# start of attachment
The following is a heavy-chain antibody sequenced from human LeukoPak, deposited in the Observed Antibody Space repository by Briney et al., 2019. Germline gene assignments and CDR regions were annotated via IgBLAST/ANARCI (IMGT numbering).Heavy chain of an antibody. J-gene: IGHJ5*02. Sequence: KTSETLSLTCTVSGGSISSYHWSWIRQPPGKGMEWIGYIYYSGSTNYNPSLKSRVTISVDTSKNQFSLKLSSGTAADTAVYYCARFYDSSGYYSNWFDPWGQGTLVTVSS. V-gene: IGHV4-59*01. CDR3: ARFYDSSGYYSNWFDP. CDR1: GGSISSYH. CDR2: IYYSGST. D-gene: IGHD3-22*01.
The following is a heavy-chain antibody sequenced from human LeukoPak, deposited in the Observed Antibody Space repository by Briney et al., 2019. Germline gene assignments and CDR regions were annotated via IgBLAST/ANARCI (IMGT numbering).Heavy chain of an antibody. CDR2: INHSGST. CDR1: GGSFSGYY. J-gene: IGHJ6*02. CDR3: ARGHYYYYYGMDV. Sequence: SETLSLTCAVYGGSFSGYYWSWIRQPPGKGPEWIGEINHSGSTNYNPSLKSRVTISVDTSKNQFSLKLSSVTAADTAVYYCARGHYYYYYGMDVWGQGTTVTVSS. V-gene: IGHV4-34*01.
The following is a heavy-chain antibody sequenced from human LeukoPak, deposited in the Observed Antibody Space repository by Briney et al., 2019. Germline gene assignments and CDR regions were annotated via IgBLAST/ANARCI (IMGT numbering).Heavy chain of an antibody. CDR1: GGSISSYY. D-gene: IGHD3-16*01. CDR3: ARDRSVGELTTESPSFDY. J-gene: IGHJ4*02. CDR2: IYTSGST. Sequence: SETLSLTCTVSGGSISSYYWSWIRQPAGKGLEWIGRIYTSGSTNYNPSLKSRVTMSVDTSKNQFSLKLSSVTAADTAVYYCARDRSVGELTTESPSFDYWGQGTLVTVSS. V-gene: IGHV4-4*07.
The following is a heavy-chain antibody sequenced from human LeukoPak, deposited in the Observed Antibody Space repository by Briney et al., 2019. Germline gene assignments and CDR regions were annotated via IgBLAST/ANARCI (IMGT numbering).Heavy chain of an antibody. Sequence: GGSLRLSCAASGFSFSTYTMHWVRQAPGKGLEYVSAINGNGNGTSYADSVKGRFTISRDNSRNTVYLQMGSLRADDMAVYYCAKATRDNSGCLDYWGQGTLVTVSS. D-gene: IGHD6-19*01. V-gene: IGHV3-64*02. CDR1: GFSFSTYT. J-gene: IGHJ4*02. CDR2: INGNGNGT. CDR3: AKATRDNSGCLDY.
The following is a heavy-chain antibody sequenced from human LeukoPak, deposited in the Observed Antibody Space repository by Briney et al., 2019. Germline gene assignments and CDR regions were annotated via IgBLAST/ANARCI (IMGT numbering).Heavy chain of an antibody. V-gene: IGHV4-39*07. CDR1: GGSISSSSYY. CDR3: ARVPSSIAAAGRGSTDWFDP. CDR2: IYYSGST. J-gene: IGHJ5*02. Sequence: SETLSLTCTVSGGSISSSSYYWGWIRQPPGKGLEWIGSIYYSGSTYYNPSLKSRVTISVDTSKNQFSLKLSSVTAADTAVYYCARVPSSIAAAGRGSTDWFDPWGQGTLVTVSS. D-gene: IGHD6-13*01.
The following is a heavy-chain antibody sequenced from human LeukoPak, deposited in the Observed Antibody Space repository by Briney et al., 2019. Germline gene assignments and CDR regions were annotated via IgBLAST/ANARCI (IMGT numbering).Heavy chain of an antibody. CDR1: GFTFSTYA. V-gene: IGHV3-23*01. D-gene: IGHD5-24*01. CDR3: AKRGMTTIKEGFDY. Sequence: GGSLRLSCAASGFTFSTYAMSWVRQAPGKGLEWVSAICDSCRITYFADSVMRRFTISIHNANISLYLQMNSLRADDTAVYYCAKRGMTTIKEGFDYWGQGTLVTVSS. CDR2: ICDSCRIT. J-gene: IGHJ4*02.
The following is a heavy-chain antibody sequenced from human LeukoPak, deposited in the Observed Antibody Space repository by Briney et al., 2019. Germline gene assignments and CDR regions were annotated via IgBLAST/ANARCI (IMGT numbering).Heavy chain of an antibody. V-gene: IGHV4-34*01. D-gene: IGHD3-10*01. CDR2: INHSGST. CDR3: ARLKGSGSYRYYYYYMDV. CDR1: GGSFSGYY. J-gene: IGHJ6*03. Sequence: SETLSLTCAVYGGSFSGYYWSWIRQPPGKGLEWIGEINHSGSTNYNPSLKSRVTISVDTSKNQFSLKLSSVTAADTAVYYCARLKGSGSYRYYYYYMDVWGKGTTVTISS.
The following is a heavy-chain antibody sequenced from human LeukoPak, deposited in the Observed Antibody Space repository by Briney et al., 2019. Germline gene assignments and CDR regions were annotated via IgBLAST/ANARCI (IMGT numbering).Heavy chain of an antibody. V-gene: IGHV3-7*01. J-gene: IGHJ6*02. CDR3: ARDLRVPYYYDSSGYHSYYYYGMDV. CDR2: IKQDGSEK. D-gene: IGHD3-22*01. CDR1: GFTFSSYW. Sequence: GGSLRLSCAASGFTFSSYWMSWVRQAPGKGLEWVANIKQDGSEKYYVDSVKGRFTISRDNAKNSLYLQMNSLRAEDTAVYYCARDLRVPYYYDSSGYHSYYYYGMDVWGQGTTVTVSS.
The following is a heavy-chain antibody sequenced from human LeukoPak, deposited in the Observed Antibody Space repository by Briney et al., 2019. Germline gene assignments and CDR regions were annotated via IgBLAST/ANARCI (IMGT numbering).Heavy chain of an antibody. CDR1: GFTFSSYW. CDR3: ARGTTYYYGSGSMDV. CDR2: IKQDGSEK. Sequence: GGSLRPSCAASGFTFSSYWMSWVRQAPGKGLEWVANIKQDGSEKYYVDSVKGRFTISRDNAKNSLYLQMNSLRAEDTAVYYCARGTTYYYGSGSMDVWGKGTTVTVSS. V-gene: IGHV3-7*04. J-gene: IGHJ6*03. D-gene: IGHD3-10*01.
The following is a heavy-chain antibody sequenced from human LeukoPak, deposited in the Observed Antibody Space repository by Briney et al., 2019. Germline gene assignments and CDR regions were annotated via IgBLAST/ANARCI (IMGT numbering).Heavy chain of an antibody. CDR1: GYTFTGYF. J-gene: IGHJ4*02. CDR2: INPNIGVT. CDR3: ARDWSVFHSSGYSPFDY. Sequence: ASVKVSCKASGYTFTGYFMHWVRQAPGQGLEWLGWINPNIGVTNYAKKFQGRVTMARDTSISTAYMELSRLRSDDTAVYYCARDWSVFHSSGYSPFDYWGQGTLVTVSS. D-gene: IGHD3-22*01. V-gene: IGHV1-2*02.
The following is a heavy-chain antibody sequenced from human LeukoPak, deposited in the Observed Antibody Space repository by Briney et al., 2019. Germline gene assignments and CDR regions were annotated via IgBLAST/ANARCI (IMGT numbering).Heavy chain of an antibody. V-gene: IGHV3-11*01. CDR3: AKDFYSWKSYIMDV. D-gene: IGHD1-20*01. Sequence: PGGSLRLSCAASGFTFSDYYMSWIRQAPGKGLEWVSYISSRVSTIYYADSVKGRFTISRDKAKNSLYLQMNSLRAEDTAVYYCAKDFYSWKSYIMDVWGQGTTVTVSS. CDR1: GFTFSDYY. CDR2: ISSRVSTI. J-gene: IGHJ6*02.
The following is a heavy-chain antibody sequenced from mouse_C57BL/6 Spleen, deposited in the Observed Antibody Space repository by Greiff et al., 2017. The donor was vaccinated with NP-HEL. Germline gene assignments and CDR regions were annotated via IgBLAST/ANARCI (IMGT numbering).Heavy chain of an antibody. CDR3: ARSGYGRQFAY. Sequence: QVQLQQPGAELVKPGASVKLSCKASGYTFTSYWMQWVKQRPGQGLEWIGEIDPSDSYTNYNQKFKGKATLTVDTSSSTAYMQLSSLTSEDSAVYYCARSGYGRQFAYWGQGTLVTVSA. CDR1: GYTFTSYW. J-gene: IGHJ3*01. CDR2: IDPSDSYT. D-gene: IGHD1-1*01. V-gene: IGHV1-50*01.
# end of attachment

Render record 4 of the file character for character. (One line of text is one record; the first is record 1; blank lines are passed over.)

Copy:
The following is a heavy-chain antibody sequenced from human LeukoPak, deposited in the Observed Antibody Space repository by Briney et al., 2019. Germline gene assignments and CDR regions were annotated via IgBLAST/ANARCI (IMGT numbering).Heavy chain of an antibody. Sequence: GGSLRLSCAASGFSFSTYTMHWVRQAPGKGLEYVSAINGNGNGTSYADSVKGRFTISRDNSRNTVYLQMGSLRADDMAVYYCAKATRDNSGCLDYWGQGTLVTVSS. D-gene: IGHD6-19*01. V-gene: IGHV3-64*02. CDR1: GFSFSTYT. J-gene: IGHJ4*02. CDR2: INGNGNGT. CDR3: AKATRDNSGCLDY.